Overall public confidence in scientific leaders has remained relatively stable over the last 30 years, according to a February 2018 report by the American Academy of Arts & Sciences, but demographic factors and certain hot-button scientific issues still fuel skepticism among some.
Seventy-two percent of U.S. adults say the benefits of scientific research outweigh any perceived disadvantages, and a 2017 Research!America-commissioned survey cited in the report found that 79 percent of Americans think research investment is either “very important” or “somewhat important” for job creation, technological breakthroughs, and economic growth. However, educational level and political ideology are among the factors that significantly influence views of science. For example, 50 percent of college-educated adults report having a “great deal” of confidence in scientific leaders, compared to 29 percent of those without a high-school diploma. Meanwhile, 34 percent of liberal Democrats report having a “great deal” of confidence in the scientific community, compared to 15 percent of conservative Republicans. And even within demographic groups, science skepticism varies depending on what issue is being discussed (e.g. vaccines, climate change or genetically modified foods).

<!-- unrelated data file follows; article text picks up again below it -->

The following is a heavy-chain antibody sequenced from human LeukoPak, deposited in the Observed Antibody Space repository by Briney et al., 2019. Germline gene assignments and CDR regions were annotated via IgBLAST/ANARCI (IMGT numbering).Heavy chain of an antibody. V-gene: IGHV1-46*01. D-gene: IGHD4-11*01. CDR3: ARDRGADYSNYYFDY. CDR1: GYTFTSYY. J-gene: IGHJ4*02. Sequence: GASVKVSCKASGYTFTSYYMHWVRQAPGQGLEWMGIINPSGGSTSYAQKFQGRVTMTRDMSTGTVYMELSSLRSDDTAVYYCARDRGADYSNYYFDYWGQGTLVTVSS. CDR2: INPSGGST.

The study concludes that more research is needed to fully understand why certain individuals are more skeptical of science than others. This will help inform the way advocates and other science communicators craft their messages.
To read the full report, click here.